Friday, September 23, 2011

Schwarzenegger a Political Blackmailer Says Rincon's Bo Mazzetti

Rincon Tribal Chairman Bo Mazzetti has an article up in Indian Country Today:

States and governors just can’t seem to control themselves; they cannot keep their hands out of tribal pockets. The concept that tribal governments have rights and financial needs has eluded them for so long they have become accustomed to ignoring them.

But occasionally a governor gets a hand slap for reaching too far into tribal pockets and breaching our sovereignty. An example is the Rincon Band of Luiseño Indians’ legal victory over former California Governor Arnold Schwarzenegger for illegal taxation and bad faith in renegotiating Rincon’s gaming compact.

The case affirms that occasionally tribes have the power to tip the imbalance of power states enjoy.

Schwarzenegger was a political blackmailer from the outset of his career as a California politician. He used tribes and gaming income as a wedge issue in his run for governor. It may not have been “playing the race card,” but it was a none-too-subtle “us versus them” strategy.

In an expensive television campaign, he asserted that the former governor’s deal with the gaming tribes had been too favorable to California Indians. He vowed that he make tribes pay their “fair share.” The backdrop for the campaign was the state’s continuing budget deficits and the voters’ “no new taxes” mentality.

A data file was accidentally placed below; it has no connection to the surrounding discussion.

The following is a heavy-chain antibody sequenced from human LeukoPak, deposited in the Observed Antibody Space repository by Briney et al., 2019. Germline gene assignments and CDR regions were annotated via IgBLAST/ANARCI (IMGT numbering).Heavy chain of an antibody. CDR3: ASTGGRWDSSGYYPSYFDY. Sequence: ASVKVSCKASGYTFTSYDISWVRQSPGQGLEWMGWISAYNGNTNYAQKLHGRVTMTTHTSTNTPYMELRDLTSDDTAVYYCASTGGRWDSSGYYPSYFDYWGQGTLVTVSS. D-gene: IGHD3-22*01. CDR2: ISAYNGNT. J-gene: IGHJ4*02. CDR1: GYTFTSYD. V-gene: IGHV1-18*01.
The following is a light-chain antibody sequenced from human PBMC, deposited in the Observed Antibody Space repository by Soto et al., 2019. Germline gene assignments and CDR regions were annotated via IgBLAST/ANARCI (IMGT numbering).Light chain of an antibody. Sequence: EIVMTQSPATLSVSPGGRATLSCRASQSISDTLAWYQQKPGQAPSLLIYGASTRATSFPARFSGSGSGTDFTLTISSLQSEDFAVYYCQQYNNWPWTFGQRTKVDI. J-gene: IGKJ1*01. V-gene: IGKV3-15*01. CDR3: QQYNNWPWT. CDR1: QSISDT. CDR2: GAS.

Schwarzenegger found a painless solution for California voters: Tax the rich gaming Indians. It didn’t matter that most California tribes are far from rich—they’re actually closer to destitute—and only a few tribes earn big bucks through gaming.  OP:  That's because they try to keep tribes from getting casino's and becoming competitive.

Schwarzenegger carried out his promise to make tribes pay more. He accomplished that by renegotiating compacts or approving new compacts with tribes only when they agreed to be taxed at 15 percent and up to 25 percent of net win. Since there was no consideration of overhead and deductions for operations, a net win for the Rincon Band, asking to renegotiate to add 900 new slot machines, would have actually been a 30 to 40 percent tax.

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